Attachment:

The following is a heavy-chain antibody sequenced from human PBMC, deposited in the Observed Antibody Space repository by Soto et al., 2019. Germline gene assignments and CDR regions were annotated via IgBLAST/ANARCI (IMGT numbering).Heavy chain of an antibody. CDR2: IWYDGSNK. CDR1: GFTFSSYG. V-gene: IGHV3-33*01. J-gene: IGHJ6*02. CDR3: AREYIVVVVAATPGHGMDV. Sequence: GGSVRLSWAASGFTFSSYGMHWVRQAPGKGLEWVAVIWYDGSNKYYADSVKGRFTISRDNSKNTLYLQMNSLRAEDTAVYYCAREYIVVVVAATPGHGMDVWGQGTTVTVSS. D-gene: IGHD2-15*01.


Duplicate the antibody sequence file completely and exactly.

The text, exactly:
The following is a heavy-chain antibody sequenced from human PBMC, deposited in the Observed Antibody Space repository by Soto et al., 2019. Germline gene assignments and CDR regions were annotated via IgBLAST/ANARCI (IMGT numbering).Heavy chain of an antibody. CDR2: IWYDGSNK. CDR1: GFTFSSYG. V-gene: IGHV3-33*01. J-gene: IGHJ6*02. CDR3: AREYIVVVVAATPGHGMDV. Sequence: GGSVRLSWAASGFTFSSYGMHWVRQAPGKGLEWVAVIWYDGSNKYYADSVKGRFTISRDNSKNTLYLQMNSLRAEDTAVYYCAREYIVVVVAATPGHGMDVWGQGTTVTVSS. D-gene: IGHD2-15*01.